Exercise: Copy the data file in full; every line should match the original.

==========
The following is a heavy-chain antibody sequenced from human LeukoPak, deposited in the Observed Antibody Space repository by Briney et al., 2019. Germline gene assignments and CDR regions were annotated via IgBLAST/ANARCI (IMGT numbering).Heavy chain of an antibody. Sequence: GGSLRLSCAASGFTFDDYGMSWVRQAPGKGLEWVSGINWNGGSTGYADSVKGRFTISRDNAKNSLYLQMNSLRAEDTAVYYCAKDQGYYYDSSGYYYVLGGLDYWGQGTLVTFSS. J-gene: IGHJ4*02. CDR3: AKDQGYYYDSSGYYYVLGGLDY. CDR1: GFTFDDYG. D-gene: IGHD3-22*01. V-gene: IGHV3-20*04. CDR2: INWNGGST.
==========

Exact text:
The following is a heavy-chain antibody sequenced from human LeukoPak, deposited in the Observed Antibody Space repository by Briney et al., 2019. Germline gene assignments and CDR regions were annotated via IgBLAST/ANARCI (IMGT numbering).Heavy chain of an antibody. Sequence: GGSLRLSCAASGFTFDDYGMSWVRQAPGKGLEWVSGINWNGGSTGYADSVKGRFTISRDNAKNSLYLQMNSLRAEDTAVYYCAKDQGYYYDSSGYYYVLGGLDYWGQGTLVTFSS. J-gene: IGHJ4*02. CDR3: AKDQGYYYDSSGYYYVLGGLDY. CDR1: GFTFDDYG. D-gene: IGHD3-22*01. V-gene: IGHV3-20*04. CDR2: INWNGGST.